We are often terrible judges of our own performance. We either overestimate or underestimate how well we did. And consultants will do the same.
The only way to know if a consultant has done an excellent job is to ask former clients what they thought about it. Checking references is just that.
And since you cannot measure the quality in consulting and visualize a beautiful portfolio, you can only grab your phone (or your Zoom meeting, actually) and get the information directly from the source.
The honest debate now is not whether you should check the references but how you should do it.
What’s the right moment to check the references?
Don’t wait until you have only one consulting firm to check the references. Because the feedback you get from former clients will feed your grading of the different proposals and impact your decision.
When you are in your final selection round, with 3 to 5 consulting firms at most, organizing a few calls is the right moment. Ideally, just after you have reviewed the last version of their proposals.
What questions should you ask?
Let’s go back to what you are trying to achieve: you want to assess if the consulting firms are the right fit for your needs.
Ultimately, what you are aiming for is to find the answers to these three questions:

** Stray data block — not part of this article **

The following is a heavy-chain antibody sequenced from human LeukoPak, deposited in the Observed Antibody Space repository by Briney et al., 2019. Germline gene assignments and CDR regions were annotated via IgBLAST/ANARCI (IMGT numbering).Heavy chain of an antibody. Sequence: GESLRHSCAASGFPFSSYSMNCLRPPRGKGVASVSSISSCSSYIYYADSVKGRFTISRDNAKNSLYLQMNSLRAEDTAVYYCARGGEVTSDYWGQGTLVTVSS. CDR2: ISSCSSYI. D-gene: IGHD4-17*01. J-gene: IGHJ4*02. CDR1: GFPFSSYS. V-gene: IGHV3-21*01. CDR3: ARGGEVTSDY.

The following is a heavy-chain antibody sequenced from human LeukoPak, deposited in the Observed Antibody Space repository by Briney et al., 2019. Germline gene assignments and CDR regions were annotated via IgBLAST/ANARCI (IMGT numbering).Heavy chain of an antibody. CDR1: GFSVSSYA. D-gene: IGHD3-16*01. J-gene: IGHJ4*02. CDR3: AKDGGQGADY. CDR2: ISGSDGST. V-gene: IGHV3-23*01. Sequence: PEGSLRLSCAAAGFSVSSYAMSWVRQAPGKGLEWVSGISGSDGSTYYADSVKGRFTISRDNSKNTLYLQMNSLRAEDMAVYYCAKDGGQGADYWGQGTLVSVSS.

- Have the consultants a good understanding of your situation and the challenge you’re trying to solve?
- Do they have the knowledge and experience to resolve the issue?
- DO you think you will be able to collaborate with the consultant? That’s the notion of fit.
The written proposal and the pitch are not always enough to answer these questions. See the reference as a further dive into a consulting firm’s background.
Some of your questions will be based on your priorities and applied to all consulting firms, and some will be specific to one consulting firm and the weakness or a grey area that you have identified in their proposal.
How do you build your list of questions?
Are your priorities, for example, expertise? Let’s imagine that you are looking for expertise in gas distribution in Europe. This is quite precise. Maybe you can make sure that all the consulting firms have experience in this area.
Alternatively, maybe you have had a bad experience previously with a consulting firm, and you want to look at their capacity to form relationships as well as how effectively they handle their customers.
Their project management skills should give you a good notion of how successfully they manage projects and whether they stick to deadlines or not. And their capacity to make an impression.
However, they might also be a fog of doubt. And that’s where you should make use of the grey areas you’ve discovered in their offer.
Now, you’d think, what can be these grey areas? When you examine the proposal, you may notice certain flaws or have reservations about the consultants’ ability to complete the job correctly and meet the criteria.
This is what I refer to as the “grey area.” You can build questions out of these reservations.
Here you go; you have your list now. Let’s call the references now.